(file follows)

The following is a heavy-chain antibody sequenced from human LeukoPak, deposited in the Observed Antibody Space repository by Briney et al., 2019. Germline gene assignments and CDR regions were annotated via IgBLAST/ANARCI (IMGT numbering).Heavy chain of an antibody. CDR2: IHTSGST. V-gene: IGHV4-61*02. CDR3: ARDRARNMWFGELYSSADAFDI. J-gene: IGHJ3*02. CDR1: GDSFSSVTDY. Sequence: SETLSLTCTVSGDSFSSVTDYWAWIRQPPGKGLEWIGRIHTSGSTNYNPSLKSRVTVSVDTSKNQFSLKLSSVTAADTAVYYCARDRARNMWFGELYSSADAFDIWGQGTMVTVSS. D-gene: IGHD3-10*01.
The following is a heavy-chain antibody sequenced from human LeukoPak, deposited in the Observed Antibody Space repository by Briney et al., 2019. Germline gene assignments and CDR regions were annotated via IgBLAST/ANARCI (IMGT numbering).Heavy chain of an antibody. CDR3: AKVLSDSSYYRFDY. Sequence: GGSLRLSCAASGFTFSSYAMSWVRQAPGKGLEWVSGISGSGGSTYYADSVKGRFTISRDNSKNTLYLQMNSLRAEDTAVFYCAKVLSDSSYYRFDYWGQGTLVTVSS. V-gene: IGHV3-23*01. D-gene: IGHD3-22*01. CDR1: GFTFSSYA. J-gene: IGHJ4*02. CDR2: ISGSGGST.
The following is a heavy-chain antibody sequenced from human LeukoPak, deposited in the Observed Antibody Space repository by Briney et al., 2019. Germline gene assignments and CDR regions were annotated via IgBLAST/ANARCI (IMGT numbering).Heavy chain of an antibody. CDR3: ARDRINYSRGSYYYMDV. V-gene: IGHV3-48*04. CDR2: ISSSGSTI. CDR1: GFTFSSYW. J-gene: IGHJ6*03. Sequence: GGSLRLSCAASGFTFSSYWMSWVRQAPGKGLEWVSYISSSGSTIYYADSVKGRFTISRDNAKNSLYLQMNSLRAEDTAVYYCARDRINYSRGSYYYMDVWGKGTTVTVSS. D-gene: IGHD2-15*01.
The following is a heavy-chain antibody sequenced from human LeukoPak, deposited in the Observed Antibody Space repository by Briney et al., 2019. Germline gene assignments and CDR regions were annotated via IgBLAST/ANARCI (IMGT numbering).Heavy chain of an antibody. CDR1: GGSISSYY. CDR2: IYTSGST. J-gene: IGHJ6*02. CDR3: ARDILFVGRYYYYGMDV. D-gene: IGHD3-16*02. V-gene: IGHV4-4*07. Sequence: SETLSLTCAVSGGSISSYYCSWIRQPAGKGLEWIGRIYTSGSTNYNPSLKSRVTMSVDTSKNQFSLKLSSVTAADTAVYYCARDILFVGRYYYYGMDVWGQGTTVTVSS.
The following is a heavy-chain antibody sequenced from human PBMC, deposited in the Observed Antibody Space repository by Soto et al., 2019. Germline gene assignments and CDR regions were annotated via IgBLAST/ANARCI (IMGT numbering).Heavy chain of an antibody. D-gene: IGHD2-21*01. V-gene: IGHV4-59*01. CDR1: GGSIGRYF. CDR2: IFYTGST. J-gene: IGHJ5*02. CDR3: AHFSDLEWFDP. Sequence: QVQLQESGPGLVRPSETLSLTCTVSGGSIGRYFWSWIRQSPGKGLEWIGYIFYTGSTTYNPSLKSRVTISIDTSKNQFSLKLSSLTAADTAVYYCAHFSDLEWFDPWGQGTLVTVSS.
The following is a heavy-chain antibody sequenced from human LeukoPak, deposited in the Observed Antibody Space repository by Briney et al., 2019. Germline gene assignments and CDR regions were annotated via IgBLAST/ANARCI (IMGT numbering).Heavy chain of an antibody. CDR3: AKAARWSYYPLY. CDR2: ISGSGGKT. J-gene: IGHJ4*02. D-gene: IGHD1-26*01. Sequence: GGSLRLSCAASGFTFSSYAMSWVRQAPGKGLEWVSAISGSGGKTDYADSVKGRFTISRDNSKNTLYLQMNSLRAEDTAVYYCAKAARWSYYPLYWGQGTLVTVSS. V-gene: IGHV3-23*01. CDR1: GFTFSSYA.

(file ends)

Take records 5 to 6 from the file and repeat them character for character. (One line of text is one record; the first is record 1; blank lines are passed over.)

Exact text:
The following is a heavy-chain antibody sequenced from human PBMC, deposited in the Observed Antibody Space repository by Soto et al., 2019. Germline gene assignments and CDR regions were annotated via IgBLAST/ANARCI (IMGT numbering).Heavy chain of an antibody. D-gene: IGHD2-21*01. V-gene: IGHV4-59*01. CDR1: GGSIGRYF. CDR2: IFYTGST. J-gene: IGHJ5*02. CDR3: AHFSDLEWFDP. Sequence: QVQLQESGPGLVRPSETLSLTCTVSGGSIGRYFWSWIRQSPGKGLEWIGYIFYTGSTTYNPSLKSRVTISIDTSKNQFSLKLSSLTAADTAVYYCAHFSDLEWFDPWGQGTLVTVSS.
The following is a heavy-chain antibody sequenced from human LeukoPak, deposited in the Observed Antibody Space repository by Briney et al., 2019. Germline gene assignments and CDR regions were annotated via IgBLAST/ANARCI (IMGT numbering).Heavy chain of an antibody. CDR3: AKAARWSYYPLY. CDR2: ISGSGGKT. J-gene: IGHJ4*02. D-gene: IGHD1-26*01. Sequence: GGSLRLSCAASGFTFSSYAMSWVRQAPGKGLEWVSAISGSGGKTDYADSVKGRFTISRDNSKNTLYLQMNSLRAEDTAVYYCAKAARWSYYPLYWGQGTLVTVSS. V-gene: IGHV3-23*01. CDR1: GFTFSSYA.